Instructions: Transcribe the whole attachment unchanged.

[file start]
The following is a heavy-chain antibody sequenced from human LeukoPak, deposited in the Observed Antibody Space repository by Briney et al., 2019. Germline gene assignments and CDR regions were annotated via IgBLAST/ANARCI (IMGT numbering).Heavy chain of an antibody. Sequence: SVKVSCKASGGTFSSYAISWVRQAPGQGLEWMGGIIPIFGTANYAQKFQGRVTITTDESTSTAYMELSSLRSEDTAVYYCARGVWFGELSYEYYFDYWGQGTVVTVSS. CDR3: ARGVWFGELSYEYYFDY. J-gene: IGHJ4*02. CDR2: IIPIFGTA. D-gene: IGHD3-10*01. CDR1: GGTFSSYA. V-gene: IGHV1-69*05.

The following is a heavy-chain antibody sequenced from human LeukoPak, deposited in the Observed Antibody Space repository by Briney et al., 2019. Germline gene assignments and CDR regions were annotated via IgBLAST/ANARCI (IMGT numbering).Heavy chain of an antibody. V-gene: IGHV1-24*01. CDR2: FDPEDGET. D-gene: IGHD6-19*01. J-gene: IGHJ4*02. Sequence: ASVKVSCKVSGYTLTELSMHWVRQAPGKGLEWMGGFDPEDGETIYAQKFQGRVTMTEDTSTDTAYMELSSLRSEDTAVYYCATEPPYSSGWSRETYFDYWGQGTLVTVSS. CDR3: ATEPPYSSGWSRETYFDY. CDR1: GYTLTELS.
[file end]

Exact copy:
The following is a heavy-chain antibody sequenced from human LeukoPak, deposited in the Observed Antibody Space repository by Briney et al., 2019. Germline gene assignments and CDR regions were annotated via IgBLAST/ANARCI (IMGT numbering).Heavy chain of an antibody. Sequence: SVKVSCKASGGTFSSYAISWVRQAPGQGLEWMGGIIPIFGTANYAQKFQGRVTITTDESTSTAYMELSSLRSEDTAVYYCARGVWFGELSYEYYFDYWGQGTVVTVSS. CDR3: ARGVWFGELSYEYYFDY. J-gene: IGHJ4*02. CDR2: IIPIFGTA. D-gene: IGHD3-10*01. CDR1: GGTFSSYA. V-gene: IGHV1-69*05.

The following is a heavy-chain antibody sequenced from human LeukoPak, deposited in the Observed Antibody Space repository by Briney et al., 2019. Germline gene assignments and CDR regions were annotated via IgBLAST/ANARCI (IMGT numbering).Heavy chain of an antibody. V-gene: IGHV1-24*01. CDR2: FDPEDGET. D-gene: IGHD6-19*01. J-gene: IGHJ4*02. Sequence: ASVKVSCKVSGYTLTELSMHWVRQAPGKGLEWMGGFDPEDGETIYAQKFQGRVTMTEDTSTDTAYMELSSLRSEDTAVYYCATEPPYSSGWSRETYFDYWGQGTLVTVSS. CDR3: ATEPPYSSGWSRETYFDY. CDR1: GYTLTELS.